Blog Series: Food and drink labelling made easy
Helen Bond, State Registered Dietitian
What information can you find on food labels?
We often hear about the importance of eating a balanced diet but how can you make sure the foods and drinks you choose provide you with the right amount of calories (a measure of the amount of energy in the foods and drinks) and nutrients that your body needs to stay healthy?
Eating well is all about making informed choices about what you eat and drink and how much and how often. So, the starting point has to be about understanding what’s in the products you buy. And this is where nutritional labelling comes in.
As a dietitian, I believe that eating a healthy, balanced diet really does start when you are doing your food shopping. Food and drink labels can really help and it needn’t be confusing. So, to help you, here are five simple steps to help you make sense of on-pack information.
Step 1 – Flip it over. Almost all pre-packaged foods and drinks provides nutritional information on the back (or side) of pack. This type of label will list key nutrients that are important to health – per 100g/100ml of product and sometimes per portion and as a percentage of the Reference Intakes (the new term for Guideline Daily Amounts) – help you know just how much you’re consuming in a single serving. The order of the list will always be the same: energy (both in kcals and kJ, but most of us know as calories), fat, saturates, carbohydrates (which usually includes both starches and sugars), sugars, protein and salt. This means you can go straight to the nutrients that interest you, when you’re choosing between similar products.
Step 2 – Check out the ingredients list. This is one of the easiest places to find out what foods and drinks contain. All the ingredients that have been used to make the product will be shown in order of weight – starting with the highest-quantity ingredient first, down to the lowest-quantity ingredient last. There is no such thing as a ‘hidden’ ingredient – if it’s not listed, it’s not in the product!
Step 3 – Nutritional information at-a-glance. Many of us shop in a hurry and don’t have time to examine labels in detail. Front-of-pack food labels show you the calories (per 100g or 100ml), and the amount of calories, fat, saturates, sugars and salt in a serving or per portion and as a percentage of the Reference Intakes. These labels can also help you keep a rough tally of your calorie intake and compare food and drinks quickly.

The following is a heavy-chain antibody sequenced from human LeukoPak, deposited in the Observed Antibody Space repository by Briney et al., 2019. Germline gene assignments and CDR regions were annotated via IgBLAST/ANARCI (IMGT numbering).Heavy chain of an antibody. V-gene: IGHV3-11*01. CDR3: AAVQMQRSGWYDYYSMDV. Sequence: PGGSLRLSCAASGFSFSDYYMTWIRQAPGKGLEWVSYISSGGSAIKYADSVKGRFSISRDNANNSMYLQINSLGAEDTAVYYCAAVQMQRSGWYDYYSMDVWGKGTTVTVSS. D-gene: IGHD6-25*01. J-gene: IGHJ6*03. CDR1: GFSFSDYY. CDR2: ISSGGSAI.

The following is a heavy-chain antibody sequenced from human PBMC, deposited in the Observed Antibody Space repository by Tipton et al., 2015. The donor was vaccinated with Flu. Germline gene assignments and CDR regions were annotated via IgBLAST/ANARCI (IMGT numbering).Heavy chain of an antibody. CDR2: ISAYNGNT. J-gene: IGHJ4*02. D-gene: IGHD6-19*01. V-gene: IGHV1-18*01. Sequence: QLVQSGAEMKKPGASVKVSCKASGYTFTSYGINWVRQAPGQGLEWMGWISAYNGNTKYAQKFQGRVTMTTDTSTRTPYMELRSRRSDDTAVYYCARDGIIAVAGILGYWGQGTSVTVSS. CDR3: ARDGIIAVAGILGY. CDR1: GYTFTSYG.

Step 4 – Look at the traffic lights. Some front-of-pack labels use traffic light colours to highlight the nutritional information, showing you whether the food or drink contains a high (red), medium (amber) or low (green) amount of fat, saturates, sugars and salt. Remember though, that this is quite a simplistic tool and green doesn’t mean ‘go’ and red ‘stop’. Instead, it’s important to think about getting the right balance of foods in your overall diet – so choose foods and drinks that show mostly green or amber nutrients, whilst enjoy those with more red coded nutrients on occasion, or in smaller portions. If there are no traffic light labels or you can’t see the colours clearly, you can look at the per 100 gram on the back or the listed ingredients.
Step 5 – Put it into perspective of your daily diet. Front and back-of-pack nutrition labels can provide information on how a particular product contributes to a typical person’s Reference Intake (RI) (the new term for Guideline Daily Amounts). This can help you to make healthier choices by making it easier for you to put the nutritional content of what you’re eating or drinking into the context of your overall diet.
So, there you have my five top tips. I hope that I have shown you that all the information you need is on the label of almost every food and drink you buy in a pack. The important thing is that by understanding nutrition labels and comparing products you make choices you feel good about when it comes to your own and your family’s diet.
For more information, please check out my short videos which look at food labelling in more detail or keep an eye out for future blogs on this topic.
To find out more about calories, head to the Making Sense of Sugar Understanding Calories page.
*This blog was updated May 2017